Refugee update Sept. 2009

Quotes from a quarterly report by a local refugee coordinator:

“Even when the economy is down and the unemployment is up, refugees from Burma are coming to the United States every month at a steady rate. From January 2009 to September 2009, we have welcome and helped 22 new families with a total number of 107 people. These families are Karen and Karenni families who came from Thai-Burma border only. Due to the economic recession and the poor language and job skills of the refugees, many of them haven’t found jobs and have survived so far only on welfare. Some of them have found seasonal farming jobs but their jobs ended when the farming season is over. A few families have moved to other states where the rent is cheaper and a job is available. Those who stay in Seattle have faced financial difficulty because the cash assistance they get from DSHS usually doesn’t cover their rent. Besides the rent, they have to pay for utility, telephone and their travel loan. Life is not as easy as they thought it would be.

Activities undertaken during this reporting period: July– September 2009

• Bring furniture, clothes, shoes and food to 4 new families and warm clothes and shoes to 18 families.
• During this reporting period, ( July – September ) we helped 8 families and 5 singles, altogether 43 people to get their Green Cards. The service we provided includes making civil surgeon’s appointments, interpreting for them during the appointments, filling out the application forms and taking them to the immigration office for fingerprints. So far, 4 people have gotten their Green Cards, 34 people have finished their fingerprints process and 5 are waiting to have their fingerprints taken.
• Took 7 families to license office to get their Washington ID cards. Altogether, 15 people got their Washington ID cards.
• During this period, 5 people went to ER; 3 for acute diseases, 1 for childbirth, and 1 for domestic abuse. We provided transportation and interpretation for them.
• Make routine medical appointments for 5 elderly people and take them to their appointments and interpret for them. One got his hearing aid and another one received surgery on both eyes for cataract and both eyes were totally healed.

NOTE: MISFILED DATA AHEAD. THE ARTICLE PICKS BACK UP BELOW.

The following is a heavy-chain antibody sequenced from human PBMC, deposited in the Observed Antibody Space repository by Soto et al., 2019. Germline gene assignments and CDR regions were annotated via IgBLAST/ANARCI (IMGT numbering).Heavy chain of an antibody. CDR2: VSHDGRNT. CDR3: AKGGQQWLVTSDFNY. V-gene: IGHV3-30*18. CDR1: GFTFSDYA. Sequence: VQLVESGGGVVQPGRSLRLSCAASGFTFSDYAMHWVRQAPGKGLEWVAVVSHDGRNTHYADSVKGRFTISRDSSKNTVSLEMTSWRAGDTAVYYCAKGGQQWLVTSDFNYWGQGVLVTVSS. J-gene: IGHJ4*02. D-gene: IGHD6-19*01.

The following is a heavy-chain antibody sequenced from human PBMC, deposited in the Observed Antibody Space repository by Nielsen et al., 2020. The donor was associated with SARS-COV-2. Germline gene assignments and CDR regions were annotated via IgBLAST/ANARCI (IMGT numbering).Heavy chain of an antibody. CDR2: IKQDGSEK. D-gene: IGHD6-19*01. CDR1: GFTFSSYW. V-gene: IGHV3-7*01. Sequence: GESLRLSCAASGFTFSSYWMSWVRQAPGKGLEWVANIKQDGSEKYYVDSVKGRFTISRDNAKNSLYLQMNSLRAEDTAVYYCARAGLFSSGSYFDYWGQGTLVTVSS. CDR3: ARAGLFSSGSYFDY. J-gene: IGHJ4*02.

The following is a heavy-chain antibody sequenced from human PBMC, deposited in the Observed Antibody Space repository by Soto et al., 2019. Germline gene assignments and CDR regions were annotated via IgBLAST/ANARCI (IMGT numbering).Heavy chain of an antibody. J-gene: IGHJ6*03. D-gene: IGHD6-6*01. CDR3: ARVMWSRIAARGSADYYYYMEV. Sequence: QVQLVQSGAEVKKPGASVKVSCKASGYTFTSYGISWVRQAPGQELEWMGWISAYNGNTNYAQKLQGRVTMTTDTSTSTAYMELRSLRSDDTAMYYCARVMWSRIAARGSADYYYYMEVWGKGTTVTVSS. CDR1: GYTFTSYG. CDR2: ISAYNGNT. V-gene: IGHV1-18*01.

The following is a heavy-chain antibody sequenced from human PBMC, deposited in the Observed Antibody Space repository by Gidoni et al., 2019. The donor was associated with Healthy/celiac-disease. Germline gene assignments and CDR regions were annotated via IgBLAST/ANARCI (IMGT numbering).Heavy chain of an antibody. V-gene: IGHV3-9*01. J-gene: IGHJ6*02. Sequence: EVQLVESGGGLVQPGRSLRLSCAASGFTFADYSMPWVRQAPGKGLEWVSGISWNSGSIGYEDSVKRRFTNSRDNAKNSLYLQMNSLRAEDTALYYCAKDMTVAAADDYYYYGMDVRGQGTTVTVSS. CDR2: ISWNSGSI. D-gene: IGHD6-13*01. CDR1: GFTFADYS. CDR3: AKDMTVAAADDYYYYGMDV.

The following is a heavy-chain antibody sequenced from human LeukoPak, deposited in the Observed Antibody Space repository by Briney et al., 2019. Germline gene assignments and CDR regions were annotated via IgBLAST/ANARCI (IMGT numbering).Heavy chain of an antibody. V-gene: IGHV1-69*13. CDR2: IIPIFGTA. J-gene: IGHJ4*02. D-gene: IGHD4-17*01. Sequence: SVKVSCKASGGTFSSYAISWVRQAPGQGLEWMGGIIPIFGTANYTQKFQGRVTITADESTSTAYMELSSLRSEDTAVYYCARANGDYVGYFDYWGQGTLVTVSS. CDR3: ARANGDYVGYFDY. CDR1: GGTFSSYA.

• Make routine dental and immunization appointments for 8 families; altogether 20 kids. Provide interpreter as needed.
• 2 families received Section 8 government housing voucher and we provided transportation when the families moved.
• Work with 3 school districts as an emergency contact person and provide any assistance needed by both parties. This includes picking up sick children at school, replying calls and emails from school, and interpreting for the families at teacher parents conference.

There are 5 families who were resettled in another county , remote from the community. They face many problems that need to be addressed. For example, one family came in June 2009 but all the family members haven’t received their social security number yet. We visited them only one time, talked about their problems and reported their problems to their caseworkers. Language problem is a big issue for them since their resettlement agency couldn’t find an interpreter who can speak Karen or Karenni.

Many of the Karenni families speak only their own dialect so it is very hard for the resettlement agencies, schools, and clinics to find interpreters for them. Moreover, many of them are from the remote areas in Burma and totally illiterate so it is very hard for them to assimilate to the new society.

Why are the refugees here?  This link to a story recently published in Utah, and this link to a video taken in Burma will help explain what it is they were seeking refuge from.

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